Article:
Hiromatsu and Ohira (1991) argue that though this first “information society boom” had little impact in Japan, it was exported to Europe, from which it inspired a similar boom in North America and started a second boom in Japan in the late 1970s and early 1980s. Certainly from the 1980s onward, the shift to an information society was repeatedly cited as a national goal, as in Prime Minister Nakasone’s speech opening the Diet in February 1984, and became the subject of various books, articles and television programs (Morris-Suzuki, 1988, p. 28).
Since the initial conception of information technologies, the Japanese government has spawned many research and demonstration projects in software and related technologies, including the Fifth Generation Computing Project, Pattern Information Processing System, Sigma (Anchordoguy, 1989; Fransman, 1990) and the more recent Real World Computing project. But despite the desirability to shift from producing tangible (“hard”) to intangible (“soft”) goods, Japan has not become a major worldwide supplier of software and other intangible information technology products.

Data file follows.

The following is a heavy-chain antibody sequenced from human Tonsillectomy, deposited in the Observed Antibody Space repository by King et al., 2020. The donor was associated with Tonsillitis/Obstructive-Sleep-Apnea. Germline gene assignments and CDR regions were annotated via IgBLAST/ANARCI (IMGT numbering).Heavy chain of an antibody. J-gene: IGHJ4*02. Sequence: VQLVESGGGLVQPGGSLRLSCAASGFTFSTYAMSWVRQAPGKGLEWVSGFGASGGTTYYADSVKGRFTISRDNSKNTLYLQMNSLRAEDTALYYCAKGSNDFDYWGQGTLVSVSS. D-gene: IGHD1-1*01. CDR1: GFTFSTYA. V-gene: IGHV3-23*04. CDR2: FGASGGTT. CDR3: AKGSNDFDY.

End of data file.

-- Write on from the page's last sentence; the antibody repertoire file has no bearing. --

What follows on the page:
Thus far, Japan’s role in the global computer industry has remained primarily in electronic components and peripherals, with a limited role in complete computer systems and a negligible role in software; by one calculation, the size of the information industry increased only from 3.1% to 4.0% of GDP in the period 1975-1985 (Hiromatsu and Ohira, 1991). Public policy debates on information technology are still dominated by considerations of manufacturing and selling hardware — perhaps because the major electronics keiretsu still have far more political influence than smaller software-only firms.